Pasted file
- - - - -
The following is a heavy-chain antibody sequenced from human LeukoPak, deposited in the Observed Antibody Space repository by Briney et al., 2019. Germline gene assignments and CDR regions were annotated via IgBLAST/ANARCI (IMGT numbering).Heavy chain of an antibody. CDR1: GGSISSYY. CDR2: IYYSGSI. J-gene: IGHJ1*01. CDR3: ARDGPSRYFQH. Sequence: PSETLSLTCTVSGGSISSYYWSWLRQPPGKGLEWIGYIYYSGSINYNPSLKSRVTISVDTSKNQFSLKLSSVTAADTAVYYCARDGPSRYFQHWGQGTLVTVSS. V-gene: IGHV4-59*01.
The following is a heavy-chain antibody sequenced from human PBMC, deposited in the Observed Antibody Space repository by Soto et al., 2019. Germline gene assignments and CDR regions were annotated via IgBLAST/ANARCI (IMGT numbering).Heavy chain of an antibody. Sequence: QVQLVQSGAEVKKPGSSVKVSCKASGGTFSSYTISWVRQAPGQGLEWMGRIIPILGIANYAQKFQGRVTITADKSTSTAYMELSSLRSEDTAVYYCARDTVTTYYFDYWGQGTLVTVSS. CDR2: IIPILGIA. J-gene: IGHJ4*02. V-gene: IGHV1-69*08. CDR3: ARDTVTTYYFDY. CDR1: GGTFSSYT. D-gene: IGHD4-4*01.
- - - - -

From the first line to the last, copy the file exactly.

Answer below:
The following is a heavy-chain antibody sequenced from human LeukoPak, deposited in the Observed Antibody Space repository by Briney et al., 2019. Germline gene assignments and CDR regions were annotated via IgBLAST/ANARCI (IMGT numbering).Heavy chain of an antibody. CDR1: GGSISSYY. CDR2: IYYSGSI. J-gene: IGHJ1*01. CDR3: ARDGPSRYFQH. Sequence: PSETLSLTCTVSGGSISSYYWSWLRQPPGKGLEWIGYIYYSGSINYNPSLKSRVTISVDTSKNQFSLKLSSVTAADTAVYYCARDGPSRYFQHWGQGTLVTVSS. V-gene: IGHV4-59*01.
The following is a heavy-chain antibody sequenced from human PBMC, deposited in the Observed Antibody Space repository by Soto et al., 2019. Germline gene assignments and CDR regions were annotated via IgBLAST/ANARCI (IMGT numbering).Heavy chain of an antibody. Sequence: QVQLVQSGAEVKKPGSSVKVSCKASGGTFSSYTISWVRQAPGQGLEWMGRIIPILGIANYAQKFQGRVTITADKSTSTAYMELSSLRSEDTAVYYCARDTVTTYYFDYWGQGTLVTVSS. CDR2: IIPILGIA. J-gene: IGHJ4*02. V-gene: IGHV1-69*08. CDR3: ARDTVTTYYFDY. CDR1: GGTFSSYT. D-gene: IGHD4-4*01.